BEST OF ENEMIES Trailer: Documentary Chronicles Birth of the Political Media Divide

     June 10, 2015

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Magnolia Pictures has released the first trailer for the upcoming documentary Best of Enemies, and it’s pretty great. Directed by Morgan Neville (Twenty Feet from Stardom) and Robert Gordon, the film chronicles a turning point in television news during the summer of 1968, as ABC hired two towering intellectuals to debate the Republican and Democratic National Conventions in an effort to boost its ratings. Democrat and novelist Gore Vidal was seated across William F. Buckley Jr., a leader of the new conservative movement, and the two went at it on air, resulting in an all-out battle the devolved into name-calling and spewed vitriol.

The movie looks great, as it seems to highlight the point at which our nation’s media discourse changed from intellectual sparring to knock-down, drag-out fights. It’s funny to see the nascent aspects of the current cable news landscape in this archival footage, but then you realize just how far we’ve fallen and it becomes very, very sad. Though I will say Vidal and Buckley Jr. are much more eloquent in their insults and jabs than any of the pundits currently populating the airwaves.

Neville and Gordon look to have put together an incredibly fascinating documentary, and it received rave reviews out of TIFF last year so I’m eager to catch the film myself. Watch the trailer below. Best of Enemies opens in theaters on July 31st.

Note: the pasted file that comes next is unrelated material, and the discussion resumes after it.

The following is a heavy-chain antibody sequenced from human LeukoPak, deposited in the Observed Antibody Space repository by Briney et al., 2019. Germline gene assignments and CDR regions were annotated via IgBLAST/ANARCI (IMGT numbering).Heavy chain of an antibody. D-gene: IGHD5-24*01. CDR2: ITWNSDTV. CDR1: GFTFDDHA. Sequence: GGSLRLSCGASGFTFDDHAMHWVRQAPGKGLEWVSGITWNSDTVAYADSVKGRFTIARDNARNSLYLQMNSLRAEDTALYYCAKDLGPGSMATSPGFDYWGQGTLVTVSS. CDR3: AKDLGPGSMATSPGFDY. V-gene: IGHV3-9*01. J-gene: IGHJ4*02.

Here’s the official synopsis for Best of Enemies:

In the summer of 1968, television news changed forever. Dead last in the ratings, ABC hired two towering public intellectuals to debate each other during the Democratic and Republican national conventions. William F. Buckley Jr. was a leading light of the new conservative movement. A Democrat and cousin to Jackie Onassis, Gore Vidal was a leftist novelist and polemicist. Armed with deep-seated distrust and enmity, Vidal and Buckley believed each other’s political ideologies were dangerous for America. Like rounds in a heavyweight battle, they pummeled out policy and personal insult—their explosive exchanges devolving into vitriolic name-calling. Live and unscripted, they kept viewers riveted. Ratings for ABC News skyrocketed. And a new era in public discourse was born.

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